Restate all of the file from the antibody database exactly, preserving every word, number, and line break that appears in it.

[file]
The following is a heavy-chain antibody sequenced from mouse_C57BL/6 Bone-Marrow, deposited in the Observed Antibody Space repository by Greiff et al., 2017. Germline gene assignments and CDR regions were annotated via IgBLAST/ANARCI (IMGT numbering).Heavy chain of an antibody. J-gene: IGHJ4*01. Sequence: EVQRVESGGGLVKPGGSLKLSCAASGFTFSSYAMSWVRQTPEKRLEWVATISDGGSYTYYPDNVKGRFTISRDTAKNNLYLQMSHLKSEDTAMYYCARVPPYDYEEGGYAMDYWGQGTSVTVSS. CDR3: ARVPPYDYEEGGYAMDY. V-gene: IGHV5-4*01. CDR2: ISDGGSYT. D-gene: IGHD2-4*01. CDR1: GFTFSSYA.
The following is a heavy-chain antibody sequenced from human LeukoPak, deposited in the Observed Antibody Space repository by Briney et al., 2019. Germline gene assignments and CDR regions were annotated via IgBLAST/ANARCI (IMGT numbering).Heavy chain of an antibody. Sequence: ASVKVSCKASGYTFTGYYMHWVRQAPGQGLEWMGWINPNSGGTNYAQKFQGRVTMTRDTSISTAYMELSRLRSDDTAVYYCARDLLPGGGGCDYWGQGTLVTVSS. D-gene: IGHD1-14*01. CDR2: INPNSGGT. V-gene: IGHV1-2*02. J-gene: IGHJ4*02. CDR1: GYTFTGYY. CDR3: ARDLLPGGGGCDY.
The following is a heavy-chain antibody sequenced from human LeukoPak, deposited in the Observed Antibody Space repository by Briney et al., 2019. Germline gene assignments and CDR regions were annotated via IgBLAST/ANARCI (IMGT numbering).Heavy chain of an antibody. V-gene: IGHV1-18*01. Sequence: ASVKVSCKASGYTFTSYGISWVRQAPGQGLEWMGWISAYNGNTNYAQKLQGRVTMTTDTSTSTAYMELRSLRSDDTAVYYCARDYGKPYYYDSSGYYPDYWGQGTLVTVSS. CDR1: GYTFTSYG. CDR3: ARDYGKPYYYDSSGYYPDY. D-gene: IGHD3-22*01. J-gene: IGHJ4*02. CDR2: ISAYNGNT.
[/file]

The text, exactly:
The following is a heavy-chain antibody sequenced from mouse_C57BL/6 Bone-Marrow, deposited in the Observed Antibody Space repository by Greiff et al., 2017. Germline gene assignments and CDR regions were annotated via IgBLAST/ANARCI (IMGT numbering).Heavy chain of an antibody. J-gene: IGHJ4*01. Sequence: EVQRVESGGGLVKPGGSLKLSCAASGFTFSSYAMSWVRQTPEKRLEWVATISDGGSYTYYPDNVKGRFTISRDTAKNNLYLQMSHLKSEDTAMYYCARVPPYDYEEGGYAMDYWGQGTSVTVSS. CDR3: ARVPPYDYEEGGYAMDY. V-gene: IGHV5-4*01. CDR2: ISDGGSYT. D-gene: IGHD2-4*01. CDR1: GFTFSSYA.
The following is a heavy-chain antibody sequenced from human LeukoPak, deposited in the Observed Antibody Space repository by Briney et al., 2019. Germline gene assignments and CDR regions were annotated via IgBLAST/ANARCI (IMGT numbering).Heavy chain of an antibody. Sequence: ASVKVSCKASGYTFTGYYMHWVRQAPGQGLEWMGWINPNSGGTNYAQKFQGRVTMTRDTSISTAYMELSRLRSDDTAVYYCARDLLPGGGGCDYWGQGTLVTVSS. D-gene: IGHD1-14*01. CDR2: INPNSGGT. V-gene: IGHV1-2*02. J-gene: IGHJ4*02. CDR1: GYTFTGYY. CDR3: ARDLLPGGGGCDY.
The following is a heavy-chain antibody sequenced from human LeukoPak, deposited in the Observed Antibody Space repository by Briney et al., 2019. Germline gene assignments and CDR regions were annotated via IgBLAST/ANARCI (IMGT numbering).Heavy chain of an antibody. V-gene: IGHV1-18*01. Sequence: ASVKVSCKASGYTFTSYGISWVRQAPGQGLEWMGWISAYNGNTNYAQKLQGRVTMTTDTSTSTAYMELRSLRSDDTAVYYCARDYGKPYYYDSSGYYPDYWGQGTLVTVSS. CDR1: GYTFTSYG. CDR3: ARDYGKPYYYDSSGYYPDY. D-gene: IGHD3-22*01. J-gene: IGHJ4*02. CDR2: ISAYNGNT.